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Progressive Muslim Environmentalism: The Eco-Theology and Ethics of the Nahdliyyin Front for Sovereignty over Natural Resources (FNKSDA)

  November 29th 2021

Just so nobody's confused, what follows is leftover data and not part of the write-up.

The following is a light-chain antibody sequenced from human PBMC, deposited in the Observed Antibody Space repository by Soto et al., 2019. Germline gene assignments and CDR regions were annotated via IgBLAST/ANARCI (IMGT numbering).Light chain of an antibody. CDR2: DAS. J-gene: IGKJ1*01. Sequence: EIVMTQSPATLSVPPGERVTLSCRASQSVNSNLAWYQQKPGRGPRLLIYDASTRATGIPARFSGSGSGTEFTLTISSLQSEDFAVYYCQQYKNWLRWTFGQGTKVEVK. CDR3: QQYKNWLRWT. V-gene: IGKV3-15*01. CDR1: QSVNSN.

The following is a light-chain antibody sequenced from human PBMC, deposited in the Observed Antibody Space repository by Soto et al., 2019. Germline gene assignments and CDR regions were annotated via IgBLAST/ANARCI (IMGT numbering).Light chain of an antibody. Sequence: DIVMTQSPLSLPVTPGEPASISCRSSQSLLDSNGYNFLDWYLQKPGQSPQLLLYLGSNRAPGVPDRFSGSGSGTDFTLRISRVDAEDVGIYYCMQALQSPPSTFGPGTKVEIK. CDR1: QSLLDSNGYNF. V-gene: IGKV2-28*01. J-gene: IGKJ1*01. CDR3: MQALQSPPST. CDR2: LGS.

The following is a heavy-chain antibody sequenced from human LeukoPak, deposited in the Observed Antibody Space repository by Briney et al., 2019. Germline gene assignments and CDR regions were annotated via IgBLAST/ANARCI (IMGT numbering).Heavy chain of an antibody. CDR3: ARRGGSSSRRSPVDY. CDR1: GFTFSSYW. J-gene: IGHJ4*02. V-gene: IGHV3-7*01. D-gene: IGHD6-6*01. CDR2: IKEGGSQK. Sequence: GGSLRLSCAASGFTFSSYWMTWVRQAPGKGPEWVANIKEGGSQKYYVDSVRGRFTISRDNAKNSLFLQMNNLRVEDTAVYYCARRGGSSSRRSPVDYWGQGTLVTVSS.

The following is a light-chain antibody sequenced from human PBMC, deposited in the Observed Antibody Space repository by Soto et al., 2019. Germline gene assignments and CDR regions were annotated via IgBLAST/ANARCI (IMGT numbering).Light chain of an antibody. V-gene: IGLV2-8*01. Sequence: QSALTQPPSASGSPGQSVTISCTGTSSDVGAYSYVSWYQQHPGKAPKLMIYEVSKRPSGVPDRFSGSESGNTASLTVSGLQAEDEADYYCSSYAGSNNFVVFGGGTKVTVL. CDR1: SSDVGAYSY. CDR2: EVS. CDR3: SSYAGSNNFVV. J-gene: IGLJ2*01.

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Economic development is often seen as a legitimate reason from the state and capitalist side for infrastructure development and exploitation of natural resources that cause many agrarian conflicts and environmental problems[1]. People are being displaced from their land and unable to fight back because they are powerless against the power of the state and the owner of capital or investor. In Indonesia, throughout 2017, there were many empirical cases of agrarian conflicts. No less than 650 cases occurred. In Java, there were many cases of agrarian conflict and environmental problems, for example, the construction of the New Yogyakarta International Airport in Temon, Kulon Progo, Special Region of Yogyakarta; cement industry in Kendeng, Central Java; and gold Mining in Tumpang Pitu, Banyuwangi, East Java. These cases are often followed by violent processes that oppress local people. Therefore, throughout 2017 there were 1030 alleged human rights violations related to this problem.